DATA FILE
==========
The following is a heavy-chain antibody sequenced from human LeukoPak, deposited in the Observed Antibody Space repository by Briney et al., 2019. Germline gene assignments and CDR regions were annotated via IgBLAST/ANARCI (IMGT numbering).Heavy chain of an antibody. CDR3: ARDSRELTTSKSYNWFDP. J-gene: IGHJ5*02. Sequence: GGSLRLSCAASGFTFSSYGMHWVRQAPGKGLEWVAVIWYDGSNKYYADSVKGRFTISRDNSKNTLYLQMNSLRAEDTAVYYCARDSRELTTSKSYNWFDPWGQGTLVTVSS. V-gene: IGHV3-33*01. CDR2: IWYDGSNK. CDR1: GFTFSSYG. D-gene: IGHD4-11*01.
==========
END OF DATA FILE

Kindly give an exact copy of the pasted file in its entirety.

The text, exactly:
The following is a heavy-chain antibody sequenced from human LeukoPak, deposited in the Observed Antibody Space repository by Briney et al., 2019. Germline gene assignments and CDR regions were annotated via IgBLAST/ANARCI (IMGT numbering).Heavy chain of an antibody. CDR3: ARDSRELTTSKSYNWFDP. J-gene: IGHJ5*02. Sequence: GGSLRLSCAASGFTFSSYGMHWVRQAPGKGLEWVAVIWYDGSNKYYADSVKGRFTISRDNSKNTLYLQMNSLRAEDTAVYYCARDSRELTTSKSYNWFDPWGQGTLVTVSS. V-gene: IGHV3-33*01. CDR2: IWYDGSNK. CDR1: GFTFSSYG. D-gene: IGHD4-11*01.